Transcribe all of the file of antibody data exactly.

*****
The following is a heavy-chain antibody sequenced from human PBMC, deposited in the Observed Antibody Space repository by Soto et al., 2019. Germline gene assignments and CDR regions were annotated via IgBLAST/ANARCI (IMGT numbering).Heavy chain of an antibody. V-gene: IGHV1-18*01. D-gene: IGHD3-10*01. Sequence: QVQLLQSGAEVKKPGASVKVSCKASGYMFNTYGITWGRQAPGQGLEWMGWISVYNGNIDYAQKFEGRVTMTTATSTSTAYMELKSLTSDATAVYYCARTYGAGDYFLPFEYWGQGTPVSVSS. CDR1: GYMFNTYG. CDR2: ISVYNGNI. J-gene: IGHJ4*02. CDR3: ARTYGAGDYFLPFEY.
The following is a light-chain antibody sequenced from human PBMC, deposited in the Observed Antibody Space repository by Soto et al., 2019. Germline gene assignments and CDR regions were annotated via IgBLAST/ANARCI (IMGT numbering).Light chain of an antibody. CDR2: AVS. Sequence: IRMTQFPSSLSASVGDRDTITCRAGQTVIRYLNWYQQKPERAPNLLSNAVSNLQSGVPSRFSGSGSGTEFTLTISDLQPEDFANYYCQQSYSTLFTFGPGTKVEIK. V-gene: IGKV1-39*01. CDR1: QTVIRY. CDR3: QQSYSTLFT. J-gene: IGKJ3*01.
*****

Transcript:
The following is a heavy-chain antibody sequenced from human PBMC, deposited in the Observed Antibody Space repository by Soto et al., 2019. Germline gene assignments and CDR regions were annotated via IgBLAST/ANARCI (IMGT numbering).Heavy chain of an antibody. V-gene: IGHV1-18*01. D-gene: IGHD3-10*01. Sequence: QVQLLQSGAEVKKPGASVKVSCKASGYMFNTYGITWGRQAPGQGLEWMGWISVYNGNIDYAQKFEGRVTMTTATSTSTAYMELKSLTSDATAVYYCARTYGAGDYFLPFEYWGQGTPVSVSS. CDR1: GYMFNTYG. CDR2: ISVYNGNI. J-gene: IGHJ4*02. CDR3: ARTYGAGDYFLPFEY.
The following is a light-chain antibody sequenced from human PBMC, deposited in the Observed Antibody Space repository by Soto et al., 2019. Germline gene assignments and CDR regions were annotated via IgBLAST/ANARCI (IMGT numbering).Light chain of an antibody. CDR2: AVS. Sequence: IRMTQFPSSLSASVGDRDTITCRAGQTVIRYLNWYQQKPERAPNLLSNAVSNLQSGVPSRFSGSGSGTEFTLTISDLQPEDFANYYCQQSYSTLFTFGPGTKVEIK. V-gene: IGKV1-39*01. CDR1: QTVIRY. CDR3: QQSYSTLFT. J-gene: IGKJ3*01.